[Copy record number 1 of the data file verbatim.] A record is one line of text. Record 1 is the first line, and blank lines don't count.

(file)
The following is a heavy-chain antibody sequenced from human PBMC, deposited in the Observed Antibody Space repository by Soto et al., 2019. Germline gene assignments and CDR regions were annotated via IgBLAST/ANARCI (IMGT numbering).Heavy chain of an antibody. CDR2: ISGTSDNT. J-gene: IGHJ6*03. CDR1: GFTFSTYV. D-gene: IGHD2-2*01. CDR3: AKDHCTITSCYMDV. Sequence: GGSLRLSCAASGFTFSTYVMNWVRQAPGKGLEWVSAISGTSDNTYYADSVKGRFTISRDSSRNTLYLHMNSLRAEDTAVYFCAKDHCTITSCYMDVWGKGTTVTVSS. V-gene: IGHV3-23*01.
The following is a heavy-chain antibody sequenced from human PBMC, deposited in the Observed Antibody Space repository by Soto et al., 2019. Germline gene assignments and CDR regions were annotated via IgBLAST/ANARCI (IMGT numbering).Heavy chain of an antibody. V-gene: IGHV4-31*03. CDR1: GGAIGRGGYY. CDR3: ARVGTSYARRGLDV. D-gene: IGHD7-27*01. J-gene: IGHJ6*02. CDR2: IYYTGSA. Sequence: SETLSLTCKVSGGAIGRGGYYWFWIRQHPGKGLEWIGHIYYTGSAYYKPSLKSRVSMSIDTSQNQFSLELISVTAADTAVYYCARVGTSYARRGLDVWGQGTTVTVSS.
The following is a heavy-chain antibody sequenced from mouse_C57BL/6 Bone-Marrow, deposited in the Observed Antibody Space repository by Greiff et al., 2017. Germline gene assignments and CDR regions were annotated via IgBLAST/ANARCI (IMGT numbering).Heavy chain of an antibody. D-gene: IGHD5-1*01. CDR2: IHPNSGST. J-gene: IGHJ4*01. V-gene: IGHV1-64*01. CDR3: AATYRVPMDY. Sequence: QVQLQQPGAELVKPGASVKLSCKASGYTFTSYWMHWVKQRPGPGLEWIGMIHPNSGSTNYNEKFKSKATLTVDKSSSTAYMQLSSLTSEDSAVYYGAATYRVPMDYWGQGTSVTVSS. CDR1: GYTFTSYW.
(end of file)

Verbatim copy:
The following is a heavy-chain antibody sequenced from human PBMC, deposited in the Observed Antibody Space repository by Soto et al., 2019. Germline gene assignments and CDR regions were annotated via IgBLAST/ANARCI (IMGT numbering).Heavy chain of an antibody. CDR2: ISGTSDNT. J-gene: IGHJ6*03. CDR1: GFTFSTYV. D-gene: IGHD2-2*01. CDR3: AKDHCTITSCYMDV. Sequence: GGSLRLSCAASGFTFSTYVMNWVRQAPGKGLEWVSAISGTSDNTYYADSVKGRFTISRDSSRNTLYLHMNSLRAEDTAVYFCAKDHCTITSCYMDVWGKGTTVTVSS. V-gene: IGHV3-23*01.